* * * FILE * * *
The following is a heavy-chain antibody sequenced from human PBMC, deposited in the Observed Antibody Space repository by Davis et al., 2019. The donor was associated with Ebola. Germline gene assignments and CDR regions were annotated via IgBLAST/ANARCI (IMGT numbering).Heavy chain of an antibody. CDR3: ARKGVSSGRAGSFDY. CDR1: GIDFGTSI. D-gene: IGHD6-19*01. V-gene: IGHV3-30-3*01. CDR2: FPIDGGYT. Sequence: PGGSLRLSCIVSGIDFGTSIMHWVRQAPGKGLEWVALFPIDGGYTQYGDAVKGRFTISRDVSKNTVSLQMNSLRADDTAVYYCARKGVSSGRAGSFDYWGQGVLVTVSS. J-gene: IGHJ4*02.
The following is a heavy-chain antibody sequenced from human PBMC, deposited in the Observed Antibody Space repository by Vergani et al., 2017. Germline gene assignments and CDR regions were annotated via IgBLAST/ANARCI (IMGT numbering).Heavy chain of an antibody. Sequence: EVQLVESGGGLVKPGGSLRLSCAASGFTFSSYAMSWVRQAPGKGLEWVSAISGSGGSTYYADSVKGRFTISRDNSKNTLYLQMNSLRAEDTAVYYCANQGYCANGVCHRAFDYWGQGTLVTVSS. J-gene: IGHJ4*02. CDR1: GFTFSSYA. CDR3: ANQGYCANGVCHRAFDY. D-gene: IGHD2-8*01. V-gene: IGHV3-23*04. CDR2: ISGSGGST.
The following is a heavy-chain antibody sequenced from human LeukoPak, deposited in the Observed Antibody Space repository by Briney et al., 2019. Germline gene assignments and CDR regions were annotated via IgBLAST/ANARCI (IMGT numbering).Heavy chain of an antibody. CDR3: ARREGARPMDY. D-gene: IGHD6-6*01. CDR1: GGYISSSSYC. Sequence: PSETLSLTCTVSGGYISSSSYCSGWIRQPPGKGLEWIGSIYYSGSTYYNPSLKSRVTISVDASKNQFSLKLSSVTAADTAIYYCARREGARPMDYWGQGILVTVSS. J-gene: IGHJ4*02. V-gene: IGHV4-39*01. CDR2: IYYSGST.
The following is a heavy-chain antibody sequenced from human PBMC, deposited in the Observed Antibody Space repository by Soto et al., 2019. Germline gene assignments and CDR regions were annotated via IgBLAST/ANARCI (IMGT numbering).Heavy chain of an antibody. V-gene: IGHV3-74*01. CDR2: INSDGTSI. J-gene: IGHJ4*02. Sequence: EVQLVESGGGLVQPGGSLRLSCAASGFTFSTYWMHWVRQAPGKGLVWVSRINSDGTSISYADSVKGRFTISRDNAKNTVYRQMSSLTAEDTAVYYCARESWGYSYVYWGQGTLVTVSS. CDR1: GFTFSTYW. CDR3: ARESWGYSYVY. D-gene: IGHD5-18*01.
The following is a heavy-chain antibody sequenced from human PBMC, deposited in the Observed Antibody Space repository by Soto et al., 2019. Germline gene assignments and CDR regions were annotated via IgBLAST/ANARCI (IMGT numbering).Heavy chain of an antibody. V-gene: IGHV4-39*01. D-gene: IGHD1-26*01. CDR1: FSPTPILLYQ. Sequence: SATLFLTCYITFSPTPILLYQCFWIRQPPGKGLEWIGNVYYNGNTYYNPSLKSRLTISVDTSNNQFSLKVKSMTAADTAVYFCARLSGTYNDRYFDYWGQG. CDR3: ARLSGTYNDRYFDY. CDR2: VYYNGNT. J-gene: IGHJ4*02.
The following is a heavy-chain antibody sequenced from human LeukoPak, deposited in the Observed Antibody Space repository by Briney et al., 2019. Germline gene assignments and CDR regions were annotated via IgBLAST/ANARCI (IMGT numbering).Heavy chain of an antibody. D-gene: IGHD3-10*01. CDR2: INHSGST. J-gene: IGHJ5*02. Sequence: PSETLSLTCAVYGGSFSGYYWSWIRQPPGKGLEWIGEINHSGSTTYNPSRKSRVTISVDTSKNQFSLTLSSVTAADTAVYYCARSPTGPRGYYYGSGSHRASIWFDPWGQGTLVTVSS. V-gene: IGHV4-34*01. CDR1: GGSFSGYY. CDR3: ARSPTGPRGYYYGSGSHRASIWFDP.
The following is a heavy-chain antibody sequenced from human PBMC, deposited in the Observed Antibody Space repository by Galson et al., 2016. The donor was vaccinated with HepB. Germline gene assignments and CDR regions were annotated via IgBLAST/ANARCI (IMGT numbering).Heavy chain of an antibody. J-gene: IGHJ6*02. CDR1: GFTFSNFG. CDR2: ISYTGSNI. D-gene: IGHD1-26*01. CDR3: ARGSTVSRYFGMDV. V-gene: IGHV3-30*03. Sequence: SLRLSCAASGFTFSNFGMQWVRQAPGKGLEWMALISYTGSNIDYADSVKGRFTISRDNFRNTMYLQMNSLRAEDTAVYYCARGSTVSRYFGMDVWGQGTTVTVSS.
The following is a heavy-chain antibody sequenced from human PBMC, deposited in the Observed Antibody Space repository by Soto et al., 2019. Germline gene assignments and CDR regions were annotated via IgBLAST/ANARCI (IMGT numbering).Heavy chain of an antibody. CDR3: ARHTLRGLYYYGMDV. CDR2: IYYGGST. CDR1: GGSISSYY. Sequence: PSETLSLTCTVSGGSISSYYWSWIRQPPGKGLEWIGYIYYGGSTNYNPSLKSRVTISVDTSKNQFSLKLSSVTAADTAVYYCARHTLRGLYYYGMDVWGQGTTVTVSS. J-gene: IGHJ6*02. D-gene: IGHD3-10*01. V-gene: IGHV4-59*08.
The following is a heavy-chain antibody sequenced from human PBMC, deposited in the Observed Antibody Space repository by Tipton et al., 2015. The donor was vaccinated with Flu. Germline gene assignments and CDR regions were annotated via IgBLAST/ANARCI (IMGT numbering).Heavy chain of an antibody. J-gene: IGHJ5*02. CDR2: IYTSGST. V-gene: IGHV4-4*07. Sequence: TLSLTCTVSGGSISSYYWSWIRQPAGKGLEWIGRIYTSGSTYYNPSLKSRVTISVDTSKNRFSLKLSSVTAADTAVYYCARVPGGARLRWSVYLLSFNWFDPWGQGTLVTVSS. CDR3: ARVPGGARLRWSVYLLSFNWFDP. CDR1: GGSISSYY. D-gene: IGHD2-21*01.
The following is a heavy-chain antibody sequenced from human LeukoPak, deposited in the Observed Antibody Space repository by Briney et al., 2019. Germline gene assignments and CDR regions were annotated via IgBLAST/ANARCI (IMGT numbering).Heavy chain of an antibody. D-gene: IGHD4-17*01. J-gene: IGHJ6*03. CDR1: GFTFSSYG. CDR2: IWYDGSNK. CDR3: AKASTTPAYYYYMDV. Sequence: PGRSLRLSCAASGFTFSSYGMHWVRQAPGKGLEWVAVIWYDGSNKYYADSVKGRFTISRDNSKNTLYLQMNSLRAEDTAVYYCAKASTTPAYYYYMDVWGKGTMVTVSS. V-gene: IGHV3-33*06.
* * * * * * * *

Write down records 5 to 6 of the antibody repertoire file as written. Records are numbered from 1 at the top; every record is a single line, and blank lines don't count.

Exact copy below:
The following is a heavy-chain antibody sequenced from human PBMC, deposited in the Observed Antibody Space repository by Soto et al., 2019. Germline gene assignments and CDR regions were annotated via IgBLAST/ANARCI (IMGT numbering).Heavy chain of an antibody. V-gene: IGHV4-39*01. D-gene: IGHD1-26*01. CDR1: FSPTPILLYQ. Sequence: SATLFLTCYITFSPTPILLYQCFWIRQPPGKGLEWIGNVYYNGNTYYNPSLKSRLTISVDTSNNQFSLKVKSMTAADTAVYFCARLSGTYNDRYFDYWGQG. CDR3: ARLSGTYNDRYFDY. CDR2: VYYNGNT. J-gene: IGHJ4*02.
The following is a heavy-chain antibody sequenced from human LeukoPak, deposited in the Observed Antibody Space repository by Briney et al., 2019. Germline gene assignments and CDR regions were annotated via IgBLAST/ANARCI (IMGT numbering).Heavy chain of an antibody. D-gene: IGHD3-10*01. CDR2: INHSGST. J-gene: IGHJ5*02. Sequence: PSETLSLTCAVYGGSFSGYYWSWIRQPPGKGLEWIGEINHSGSTTYNPSRKSRVTISVDTSKNQFSLTLSSVTAADTAVYYCARSPTGPRGYYYGSGSHRASIWFDPWGQGTLVTVSS. V-gene: IGHV4-34*01. CDR1: GGSFSGYY. CDR3: ARSPTGPRGYYYGSGSHRASIWFDP.